The Freundel Stuart administration is again being advised to rethink its obdurate position on International Monetary Fund (IMF) support for the stuttering economy.
Adamant that increased taxes were not the way to emerge from a recession, independent senators Professor Sir Henry Fraser and John Watson today insisted that Barbados had nothing to lose by turning to the Washington-based financial body for help.
Similar advice has been proffered by leading economists, including former Prime Minister Owen Arthur, but has been stoutly rejected by the administration.
Notwithstanding, the two senators repeated the recommendation while speaking during the post-lunch debate on a resolution to raises the overdraft limit to $4.75 billion.
Watson said Barbados urgently needed to consolidate its debt and the IMF had just the solution the country needed.
“If you consolidate debt, you need to consolidate debt with the lowest interest rate and wherever the lowest possible interest rate is you should go and in simple terms that place is the IMF,” he told the Upper Chamber.
During his contribution, Sir Henry said the perceived heavy-handed behaviour of the IMF some 30 years ago when it forced countries, including regional neighbours Guyana and Jamaica, to devalue their currency was no longer a concern.
Like his colleague, he said Barbados had nothing to fear.
“There is no possibility of any loans with any lower interest rates than the IMF, so it is better to practise prevention rather than to get into a desperate situation where we are forced to devalue,” Sir Henry cautioned.
During the 2017 Budget debate, Arthur accused Minister of Finance Chris Sinckler of inflicting unnecessary pain on Barbadians, warning that the half-billion dollar adjustment programme which the minister presented, including increases to the National Social Responsibility Levy and excise duties on petrol, as well as the imposition of a two per cent tax on foreign exchange transactions, amounted to a devaluation of the Barbados dollar.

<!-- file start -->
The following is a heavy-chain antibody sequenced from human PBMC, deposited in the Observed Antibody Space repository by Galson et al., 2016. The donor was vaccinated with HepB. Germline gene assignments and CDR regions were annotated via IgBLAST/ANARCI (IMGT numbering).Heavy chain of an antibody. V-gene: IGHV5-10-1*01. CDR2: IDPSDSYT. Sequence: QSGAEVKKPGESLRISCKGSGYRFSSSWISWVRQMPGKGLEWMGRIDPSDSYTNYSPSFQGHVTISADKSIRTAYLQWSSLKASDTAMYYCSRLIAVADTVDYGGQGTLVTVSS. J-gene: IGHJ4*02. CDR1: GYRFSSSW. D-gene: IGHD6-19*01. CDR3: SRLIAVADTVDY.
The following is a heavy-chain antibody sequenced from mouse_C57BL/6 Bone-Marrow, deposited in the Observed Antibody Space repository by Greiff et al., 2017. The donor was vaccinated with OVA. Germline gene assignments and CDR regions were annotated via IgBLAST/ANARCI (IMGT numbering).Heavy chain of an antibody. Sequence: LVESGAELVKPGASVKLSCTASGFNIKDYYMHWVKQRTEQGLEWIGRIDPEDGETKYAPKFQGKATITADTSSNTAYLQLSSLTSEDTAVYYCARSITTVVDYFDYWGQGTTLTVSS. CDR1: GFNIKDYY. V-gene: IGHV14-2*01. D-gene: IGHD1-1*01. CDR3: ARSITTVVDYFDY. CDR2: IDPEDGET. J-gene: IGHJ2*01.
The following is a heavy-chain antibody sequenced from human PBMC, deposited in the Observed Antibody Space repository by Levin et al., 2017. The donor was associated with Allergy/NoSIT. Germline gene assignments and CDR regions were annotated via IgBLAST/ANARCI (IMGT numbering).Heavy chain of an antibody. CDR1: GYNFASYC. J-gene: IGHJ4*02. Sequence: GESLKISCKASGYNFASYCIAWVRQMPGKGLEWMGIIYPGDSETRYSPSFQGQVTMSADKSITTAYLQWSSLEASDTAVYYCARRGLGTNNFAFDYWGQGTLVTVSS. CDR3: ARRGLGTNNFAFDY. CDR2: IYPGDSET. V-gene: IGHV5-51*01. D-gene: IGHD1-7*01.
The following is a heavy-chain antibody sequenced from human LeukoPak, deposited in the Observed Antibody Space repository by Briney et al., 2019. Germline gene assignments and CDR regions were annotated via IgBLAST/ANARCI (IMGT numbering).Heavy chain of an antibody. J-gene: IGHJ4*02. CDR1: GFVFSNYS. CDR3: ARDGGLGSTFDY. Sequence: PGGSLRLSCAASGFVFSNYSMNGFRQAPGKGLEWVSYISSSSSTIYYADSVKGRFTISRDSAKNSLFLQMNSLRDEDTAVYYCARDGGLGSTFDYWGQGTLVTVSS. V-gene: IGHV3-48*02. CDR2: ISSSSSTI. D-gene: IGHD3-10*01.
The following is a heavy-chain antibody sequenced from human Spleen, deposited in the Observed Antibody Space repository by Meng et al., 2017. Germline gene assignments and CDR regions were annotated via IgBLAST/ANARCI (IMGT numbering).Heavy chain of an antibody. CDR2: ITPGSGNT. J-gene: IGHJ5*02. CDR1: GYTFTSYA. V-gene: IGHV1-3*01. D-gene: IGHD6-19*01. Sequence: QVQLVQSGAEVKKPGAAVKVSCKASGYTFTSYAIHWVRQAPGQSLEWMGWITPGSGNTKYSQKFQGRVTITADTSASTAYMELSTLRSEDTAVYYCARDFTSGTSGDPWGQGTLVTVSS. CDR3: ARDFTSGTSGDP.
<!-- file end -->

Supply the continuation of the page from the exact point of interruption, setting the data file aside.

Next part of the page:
Arthur argued then that Government had turned its back on a $310 million package of assistance over a three-year period from the IMF, while opting to make an adjustment of $542 million over nine months.
“The adjustment that the minister is bringing to the House is going to inflict about $250 million more pain on this economy than if the Government of Barbados had chosen to enter a programme with the International Monetary Fund,” he warned at the time.
However, Sinckler had brushed aside the IMF recommendation, reiterating that there was no need for a “panicky resort” to the lending institution.
He remains adamant that even if Government were to resort to the IMF it would take six to nine months to initiate and conclude the process for a programme tailored to suit the circumstances Barbados currently faces.
“There is way too much historical evidence to show that countries which have been unable or unwilling to do so have been left having to implement badly designed IMF programmes which only reflect the wish list of Washington technocrats but end up causing massive destruction in their wake,” he said.
Senators Watson and Fraser however made it clear that if Barbados were to go the IMF route, devaluation of the Barbados dollar and harsh measures on citizens must be off the table from the outset.
“We must not devalue our dollar as part of the negotiations, and another thing, we must not put unbearable burdens on the citizens of Barbados, especially the most vulnerable,” Watson said.
“It is a no-brainer. We must not devalue our dollar. Devaluing our dollar is as for Jamaica and Guyana, the beginning and the end. So this is something we must not do,” stressed Sir Henry.